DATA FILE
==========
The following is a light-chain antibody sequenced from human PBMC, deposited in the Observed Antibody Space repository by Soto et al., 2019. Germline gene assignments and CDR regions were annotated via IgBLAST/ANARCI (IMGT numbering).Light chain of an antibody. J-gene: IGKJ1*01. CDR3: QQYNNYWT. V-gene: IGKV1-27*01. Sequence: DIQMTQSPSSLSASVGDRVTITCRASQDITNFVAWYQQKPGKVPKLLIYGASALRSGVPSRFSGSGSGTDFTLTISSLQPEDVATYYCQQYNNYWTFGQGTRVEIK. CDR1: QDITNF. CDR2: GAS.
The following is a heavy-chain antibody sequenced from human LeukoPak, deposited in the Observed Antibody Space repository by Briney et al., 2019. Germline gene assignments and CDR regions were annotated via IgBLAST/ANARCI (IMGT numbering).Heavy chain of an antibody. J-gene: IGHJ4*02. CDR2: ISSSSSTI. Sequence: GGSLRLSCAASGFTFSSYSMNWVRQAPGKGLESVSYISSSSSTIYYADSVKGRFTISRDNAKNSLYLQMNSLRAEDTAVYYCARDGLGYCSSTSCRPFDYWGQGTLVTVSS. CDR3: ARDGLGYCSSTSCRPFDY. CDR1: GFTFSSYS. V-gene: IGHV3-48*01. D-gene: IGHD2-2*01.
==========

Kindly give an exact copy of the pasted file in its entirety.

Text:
The following is a light-chain antibody sequenced from human PBMC, deposited in the Observed Antibody Space repository by Soto et al., 2019. Germline gene assignments and CDR regions were annotated via IgBLAST/ANARCI (IMGT numbering).Light chain of an antibody. J-gene: IGKJ1*01. CDR3: QQYNNYWT. V-gene: IGKV1-27*01. Sequence: DIQMTQSPSSLSASVGDRVTITCRASQDITNFVAWYQQKPGKVPKLLIYGASALRSGVPSRFSGSGSGTDFTLTISSLQPEDVATYYCQQYNNYWTFGQGTRVEIK. CDR1: QDITNF. CDR2: GAS.
The following is a heavy-chain antibody sequenced from human LeukoPak, deposited in the Observed Antibody Space repository by Briney et al., 2019. Germline gene assignments and CDR regions were annotated via IgBLAST/ANARCI (IMGT numbering).Heavy chain of an antibody. J-gene: IGHJ4*02. CDR2: ISSSSSTI. Sequence: GGSLRLSCAASGFTFSSYSMNWVRQAPGKGLESVSYISSSSSTIYYADSVKGRFTISRDNAKNSLYLQMNSLRAEDTAVYYCARDGLGYCSSTSCRPFDYWGQGTLVTVSS. CDR3: ARDGLGYCSSTSCRPFDY. CDR1: GFTFSSYS. V-gene: IGHV3-48*01. D-gene: IGHD2-2*01.